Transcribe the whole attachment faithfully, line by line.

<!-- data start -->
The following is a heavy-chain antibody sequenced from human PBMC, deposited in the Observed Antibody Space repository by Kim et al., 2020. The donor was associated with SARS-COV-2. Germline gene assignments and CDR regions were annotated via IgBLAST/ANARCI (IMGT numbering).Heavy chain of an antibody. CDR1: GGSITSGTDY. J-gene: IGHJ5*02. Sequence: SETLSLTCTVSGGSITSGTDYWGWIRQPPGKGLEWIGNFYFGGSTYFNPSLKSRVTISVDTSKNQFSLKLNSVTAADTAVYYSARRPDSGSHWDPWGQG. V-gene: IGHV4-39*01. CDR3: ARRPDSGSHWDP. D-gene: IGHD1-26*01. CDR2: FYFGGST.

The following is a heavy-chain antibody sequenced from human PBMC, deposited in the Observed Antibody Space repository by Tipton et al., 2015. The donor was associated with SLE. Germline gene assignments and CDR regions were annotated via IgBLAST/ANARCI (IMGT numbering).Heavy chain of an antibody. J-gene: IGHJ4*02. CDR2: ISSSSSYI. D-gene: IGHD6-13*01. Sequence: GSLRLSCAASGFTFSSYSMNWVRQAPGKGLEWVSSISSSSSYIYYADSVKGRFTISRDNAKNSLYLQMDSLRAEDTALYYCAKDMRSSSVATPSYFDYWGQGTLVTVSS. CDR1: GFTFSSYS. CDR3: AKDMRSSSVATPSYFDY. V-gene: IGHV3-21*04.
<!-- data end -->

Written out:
The following is a heavy-chain antibody sequenced from human PBMC, deposited in the Observed Antibody Space repository by Kim et al., 2020. The donor was associated with SARS-COV-2. Germline gene assignments and CDR regions were annotated via IgBLAST/ANARCI (IMGT numbering).Heavy chain of an antibody. CDR1: GGSITSGTDY. J-gene: IGHJ5*02. Sequence: SETLSLTCTVSGGSITSGTDYWGWIRQPPGKGLEWIGNFYFGGSTYFNPSLKSRVTISVDTSKNQFSLKLNSVTAADTAVYYSARRPDSGSHWDPWGQG. V-gene: IGHV4-39*01. CDR3: ARRPDSGSHWDP. D-gene: IGHD1-26*01. CDR2: FYFGGST.

The following is a heavy-chain antibody sequenced from human PBMC, deposited in the Observed Antibody Space repository by Tipton et al., 2015. The donor was associated with SLE. Germline gene assignments and CDR regions were annotated via IgBLAST/ANARCI (IMGT numbering).Heavy chain of an antibody. J-gene: IGHJ4*02. CDR2: ISSSSSYI. D-gene: IGHD6-13*01. Sequence: GSLRLSCAASGFTFSSYSMNWVRQAPGKGLEWVSSISSSSSYIYYADSVKGRFTISRDNAKNSLYLQMDSLRAEDTALYYCAKDMRSSSVATPSYFDYWGQGTLVTVSS. CDR1: GFTFSSYS. CDR3: AKDMRSSSVATPSYFDY. V-gene: IGHV3-21*04.